Date Approved


Date Posted


Degree Type

Open Access Thesis

Degree Name

Master of Science (MS)

Department or School

Engineering Technology

Committee Member

Dr. J. David Nordstrom

Committee Member

Dr. Erik Lokensgard


Polyolefin plastic (i.e. polypropylene, polyethylene, thermoplastic olefin i.e. TPO and blends) articles formed by injection molding have been found to have many useful applications. Many costly and/or hazardous methods are employed to increase the surface energy to a level that promotes the ability of a coating or adhesive to make intimate contact and thereby bond to the molded surface. The method described herein refers to a process that could eliminate the need for a post molding process such as solvent or waterborne adhesion promoting primers or expensive, hazardous surface treatment equipment by modifying the plastic surface during the injection molding process.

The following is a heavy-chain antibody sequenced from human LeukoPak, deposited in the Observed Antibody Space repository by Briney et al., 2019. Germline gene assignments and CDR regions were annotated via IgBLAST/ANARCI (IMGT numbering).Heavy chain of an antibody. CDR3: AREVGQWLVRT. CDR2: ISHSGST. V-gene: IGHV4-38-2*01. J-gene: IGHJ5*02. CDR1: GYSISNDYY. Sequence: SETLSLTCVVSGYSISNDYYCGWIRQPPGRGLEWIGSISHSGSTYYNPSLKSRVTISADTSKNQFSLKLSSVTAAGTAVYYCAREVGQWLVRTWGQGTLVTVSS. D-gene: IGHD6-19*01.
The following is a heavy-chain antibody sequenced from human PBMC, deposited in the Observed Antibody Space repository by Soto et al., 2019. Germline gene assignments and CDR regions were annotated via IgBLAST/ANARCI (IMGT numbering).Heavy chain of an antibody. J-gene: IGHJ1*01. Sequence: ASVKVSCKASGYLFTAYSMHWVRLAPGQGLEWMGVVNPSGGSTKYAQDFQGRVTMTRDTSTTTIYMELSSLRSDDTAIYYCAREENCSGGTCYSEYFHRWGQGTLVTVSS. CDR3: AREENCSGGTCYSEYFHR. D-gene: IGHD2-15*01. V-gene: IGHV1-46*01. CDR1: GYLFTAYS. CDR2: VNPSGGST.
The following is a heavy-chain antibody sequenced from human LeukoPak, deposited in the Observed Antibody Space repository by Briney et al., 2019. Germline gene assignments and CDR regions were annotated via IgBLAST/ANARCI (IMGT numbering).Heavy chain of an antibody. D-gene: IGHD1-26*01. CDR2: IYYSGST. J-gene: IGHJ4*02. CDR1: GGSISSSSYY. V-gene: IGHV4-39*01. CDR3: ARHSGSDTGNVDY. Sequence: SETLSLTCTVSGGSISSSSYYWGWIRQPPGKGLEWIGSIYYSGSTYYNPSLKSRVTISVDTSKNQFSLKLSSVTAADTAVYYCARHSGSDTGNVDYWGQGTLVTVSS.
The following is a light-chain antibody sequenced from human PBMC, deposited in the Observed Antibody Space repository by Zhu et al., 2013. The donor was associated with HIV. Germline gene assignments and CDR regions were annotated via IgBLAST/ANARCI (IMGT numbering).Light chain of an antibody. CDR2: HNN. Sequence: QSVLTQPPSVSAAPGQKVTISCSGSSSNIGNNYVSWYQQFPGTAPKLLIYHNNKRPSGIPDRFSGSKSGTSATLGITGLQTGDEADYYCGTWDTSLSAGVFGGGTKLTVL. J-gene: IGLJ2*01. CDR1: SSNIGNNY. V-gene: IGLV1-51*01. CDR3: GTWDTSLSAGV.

The method described in this project was found to demonstrate the modification of a nonpolar, polyolefin, plastic surface to that of a chlorine rich plastic surface, during the injection molding process. This change in character of the plastic surface also resulted in improved adhesion of a waterborne paint system.